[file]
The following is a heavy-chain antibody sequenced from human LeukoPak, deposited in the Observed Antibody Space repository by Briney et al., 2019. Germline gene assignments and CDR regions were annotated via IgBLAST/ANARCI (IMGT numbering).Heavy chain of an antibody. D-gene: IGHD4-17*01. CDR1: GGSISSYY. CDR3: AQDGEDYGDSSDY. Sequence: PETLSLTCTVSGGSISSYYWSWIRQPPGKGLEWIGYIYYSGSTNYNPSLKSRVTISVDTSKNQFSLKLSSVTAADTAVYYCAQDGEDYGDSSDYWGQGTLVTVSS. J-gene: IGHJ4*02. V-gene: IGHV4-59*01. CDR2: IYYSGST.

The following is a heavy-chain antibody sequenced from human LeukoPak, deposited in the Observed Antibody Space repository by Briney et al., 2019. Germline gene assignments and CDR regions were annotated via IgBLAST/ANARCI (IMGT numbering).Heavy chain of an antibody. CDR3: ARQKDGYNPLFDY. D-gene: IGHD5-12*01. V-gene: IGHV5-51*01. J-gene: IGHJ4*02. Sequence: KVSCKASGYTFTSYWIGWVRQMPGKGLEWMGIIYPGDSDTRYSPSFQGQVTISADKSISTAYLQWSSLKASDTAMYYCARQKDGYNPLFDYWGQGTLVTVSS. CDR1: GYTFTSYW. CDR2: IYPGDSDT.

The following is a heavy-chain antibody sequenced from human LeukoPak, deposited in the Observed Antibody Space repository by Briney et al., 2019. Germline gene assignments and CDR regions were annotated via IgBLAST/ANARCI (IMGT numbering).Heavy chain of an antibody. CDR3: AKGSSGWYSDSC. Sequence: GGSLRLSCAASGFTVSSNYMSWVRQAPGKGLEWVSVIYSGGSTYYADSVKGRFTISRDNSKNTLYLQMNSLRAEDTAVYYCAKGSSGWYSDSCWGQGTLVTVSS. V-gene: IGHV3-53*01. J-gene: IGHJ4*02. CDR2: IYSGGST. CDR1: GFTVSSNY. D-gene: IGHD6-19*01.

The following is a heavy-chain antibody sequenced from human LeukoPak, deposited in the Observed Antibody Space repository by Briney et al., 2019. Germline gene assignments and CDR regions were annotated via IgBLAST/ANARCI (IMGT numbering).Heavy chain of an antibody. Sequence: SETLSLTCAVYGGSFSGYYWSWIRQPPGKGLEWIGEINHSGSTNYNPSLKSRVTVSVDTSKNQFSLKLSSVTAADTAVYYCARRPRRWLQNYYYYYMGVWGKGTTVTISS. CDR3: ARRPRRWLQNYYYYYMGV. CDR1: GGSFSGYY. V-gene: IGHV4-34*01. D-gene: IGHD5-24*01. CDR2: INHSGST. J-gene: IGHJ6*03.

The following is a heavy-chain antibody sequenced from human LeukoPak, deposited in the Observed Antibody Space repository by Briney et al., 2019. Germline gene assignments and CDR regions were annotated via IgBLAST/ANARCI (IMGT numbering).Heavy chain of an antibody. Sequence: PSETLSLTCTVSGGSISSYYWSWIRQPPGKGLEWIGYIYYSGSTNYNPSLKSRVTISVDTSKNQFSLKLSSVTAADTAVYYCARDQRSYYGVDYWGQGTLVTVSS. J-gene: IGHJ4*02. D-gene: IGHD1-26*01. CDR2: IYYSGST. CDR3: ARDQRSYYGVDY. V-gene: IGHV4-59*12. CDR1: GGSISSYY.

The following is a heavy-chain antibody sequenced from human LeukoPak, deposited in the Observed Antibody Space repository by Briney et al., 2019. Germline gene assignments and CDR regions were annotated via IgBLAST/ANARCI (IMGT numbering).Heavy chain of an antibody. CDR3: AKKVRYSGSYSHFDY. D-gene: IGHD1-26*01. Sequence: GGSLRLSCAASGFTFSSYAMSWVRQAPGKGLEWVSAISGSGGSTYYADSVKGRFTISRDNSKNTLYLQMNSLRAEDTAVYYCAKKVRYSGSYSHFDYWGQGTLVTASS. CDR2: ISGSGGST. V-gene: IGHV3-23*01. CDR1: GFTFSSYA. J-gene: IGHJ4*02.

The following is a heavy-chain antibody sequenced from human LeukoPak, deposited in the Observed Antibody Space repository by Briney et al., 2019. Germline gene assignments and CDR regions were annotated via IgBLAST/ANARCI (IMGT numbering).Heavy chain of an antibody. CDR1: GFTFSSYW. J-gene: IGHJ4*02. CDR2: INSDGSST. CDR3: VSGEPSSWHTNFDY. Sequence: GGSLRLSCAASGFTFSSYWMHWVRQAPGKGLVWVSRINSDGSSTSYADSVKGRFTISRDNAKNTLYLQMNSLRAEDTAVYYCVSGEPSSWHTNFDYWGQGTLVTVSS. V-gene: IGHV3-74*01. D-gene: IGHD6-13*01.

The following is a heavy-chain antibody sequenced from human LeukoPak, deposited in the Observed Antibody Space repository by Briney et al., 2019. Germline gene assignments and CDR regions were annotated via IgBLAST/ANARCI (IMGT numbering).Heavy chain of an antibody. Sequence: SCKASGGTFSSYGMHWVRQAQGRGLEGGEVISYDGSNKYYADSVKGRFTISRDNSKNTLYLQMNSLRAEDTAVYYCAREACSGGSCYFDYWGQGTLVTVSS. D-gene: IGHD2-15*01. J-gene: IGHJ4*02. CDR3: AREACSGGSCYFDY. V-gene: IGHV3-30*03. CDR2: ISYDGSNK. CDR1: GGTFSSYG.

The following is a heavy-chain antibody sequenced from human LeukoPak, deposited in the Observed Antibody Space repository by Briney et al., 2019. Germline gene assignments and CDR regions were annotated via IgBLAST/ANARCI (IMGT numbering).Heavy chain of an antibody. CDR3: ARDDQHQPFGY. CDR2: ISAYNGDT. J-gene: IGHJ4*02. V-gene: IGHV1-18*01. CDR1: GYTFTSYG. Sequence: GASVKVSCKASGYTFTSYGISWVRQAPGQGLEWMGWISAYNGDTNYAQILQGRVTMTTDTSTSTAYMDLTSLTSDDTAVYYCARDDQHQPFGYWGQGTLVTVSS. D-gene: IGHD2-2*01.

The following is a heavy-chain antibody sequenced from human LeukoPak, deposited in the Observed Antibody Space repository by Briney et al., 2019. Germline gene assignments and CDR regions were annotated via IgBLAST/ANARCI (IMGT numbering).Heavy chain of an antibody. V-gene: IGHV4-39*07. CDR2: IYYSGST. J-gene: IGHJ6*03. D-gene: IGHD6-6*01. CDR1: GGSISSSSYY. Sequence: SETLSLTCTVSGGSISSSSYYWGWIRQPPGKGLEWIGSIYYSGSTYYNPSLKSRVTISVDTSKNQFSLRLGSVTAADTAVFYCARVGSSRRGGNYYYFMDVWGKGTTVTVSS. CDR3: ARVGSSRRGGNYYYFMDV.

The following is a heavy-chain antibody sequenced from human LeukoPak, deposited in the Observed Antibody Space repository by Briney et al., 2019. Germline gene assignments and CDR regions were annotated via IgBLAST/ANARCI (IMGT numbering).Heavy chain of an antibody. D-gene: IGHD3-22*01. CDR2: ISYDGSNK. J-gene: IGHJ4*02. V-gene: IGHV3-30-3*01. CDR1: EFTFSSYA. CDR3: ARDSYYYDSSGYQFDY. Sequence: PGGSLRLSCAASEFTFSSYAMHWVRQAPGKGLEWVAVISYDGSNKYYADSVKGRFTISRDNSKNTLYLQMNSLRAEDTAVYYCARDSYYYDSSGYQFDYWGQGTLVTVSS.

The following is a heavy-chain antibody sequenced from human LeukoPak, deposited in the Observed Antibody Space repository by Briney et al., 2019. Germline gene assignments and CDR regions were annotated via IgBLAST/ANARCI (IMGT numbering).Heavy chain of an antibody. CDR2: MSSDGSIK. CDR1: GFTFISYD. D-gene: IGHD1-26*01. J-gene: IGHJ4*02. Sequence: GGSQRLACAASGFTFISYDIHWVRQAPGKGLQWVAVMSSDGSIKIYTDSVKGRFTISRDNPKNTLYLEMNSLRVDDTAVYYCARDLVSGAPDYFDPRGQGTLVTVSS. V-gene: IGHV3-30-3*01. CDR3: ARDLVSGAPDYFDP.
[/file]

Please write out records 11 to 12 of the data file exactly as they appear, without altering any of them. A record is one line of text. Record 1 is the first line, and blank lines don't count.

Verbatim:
The following is a heavy-chain antibody sequenced from human LeukoPak, deposited in the Observed Antibody Space repository by Briney et al., 2019. Germline gene assignments and CDR regions were annotated via IgBLAST/ANARCI (IMGT numbering).Heavy chain of an antibody. D-gene: IGHD3-22*01. CDR2: ISYDGSNK. J-gene: IGHJ4*02. V-gene: IGHV3-30-3*01. CDR1: EFTFSSYA. CDR3: ARDSYYYDSSGYQFDY. Sequence: PGGSLRLSCAASEFTFSSYAMHWVRQAPGKGLEWVAVISYDGSNKYYADSVKGRFTISRDNSKNTLYLQMNSLRAEDTAVYYCARDSYYYDSSGYQFDYWGQGTLVTVSS.

The following is a heavy-chain antibody sequenced from human LeukoPak, deposited in the Observed Antibody Space repository by Briney et al., 2019. Germline gene assignments and CDR regions were annotated via IgBLAST/ANARCI (IMGT numbering).Heavy chain of an antibody. CDR2: MSSDGSIK. CDR1: GFTFISYD. D-gene: IGHD1-26*01. J-gene: IGHJ4*02. Sequence: GGSQRLACAASGFTFISYDIHWVRQAPGKGLQWVAVMSSDGSIKIYTDSVKGRFTISRDNPKNTLYLEMNSLRVDDTAVYYCARDLVSGAPDYFDPRGQGTLVTVSS. V-gene: IGHV3-30-3*01. CDR3: ARDLVSGAPDYFDP.